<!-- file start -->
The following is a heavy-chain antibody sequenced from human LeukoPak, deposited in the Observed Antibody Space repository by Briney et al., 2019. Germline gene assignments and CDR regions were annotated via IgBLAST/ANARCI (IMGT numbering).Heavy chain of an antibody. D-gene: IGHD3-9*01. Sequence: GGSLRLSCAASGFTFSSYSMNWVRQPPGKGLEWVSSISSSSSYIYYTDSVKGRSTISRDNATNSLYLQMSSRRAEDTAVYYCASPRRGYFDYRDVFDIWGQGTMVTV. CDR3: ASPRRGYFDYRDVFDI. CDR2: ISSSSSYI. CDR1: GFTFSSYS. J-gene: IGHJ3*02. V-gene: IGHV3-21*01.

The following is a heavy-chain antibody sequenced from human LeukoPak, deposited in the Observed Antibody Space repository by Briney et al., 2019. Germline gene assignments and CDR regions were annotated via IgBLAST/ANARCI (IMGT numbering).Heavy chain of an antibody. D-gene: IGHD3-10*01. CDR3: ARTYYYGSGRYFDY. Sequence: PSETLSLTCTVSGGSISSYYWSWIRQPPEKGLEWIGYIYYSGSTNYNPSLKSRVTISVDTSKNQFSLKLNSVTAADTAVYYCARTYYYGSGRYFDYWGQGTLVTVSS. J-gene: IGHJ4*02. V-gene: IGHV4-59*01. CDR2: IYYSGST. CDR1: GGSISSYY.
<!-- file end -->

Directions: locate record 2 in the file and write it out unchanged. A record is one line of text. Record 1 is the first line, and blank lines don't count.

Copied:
The following is a heavy-chain antibody sequenced from human LeukoPak, deposited in the Observed Antibody Space repository by Briney et al., 2019. Germline gene assignments and CDR regions were annotated via IgBLAST/ANARCI (IMGT numbering).Heavy chain of an antibody. D-gene: IGHD3-10*01. CDR3: ARTYYYGSGRYFDY. Sequence: PSETLSLTCTVSGGSISSYYWSWIRQPPEKGLEWIGYIYYSGSTNYNPSLKSRVTISVDTSKNQFSLKLNSVTAADTAVYYCARTYYYGSGRYFDYWGQGTLVTVSS. J-gene: IGHJ4*02. V-gene: IGHV4-59*01. CDR2: IYYSGST. CDR1: GGSISSYY.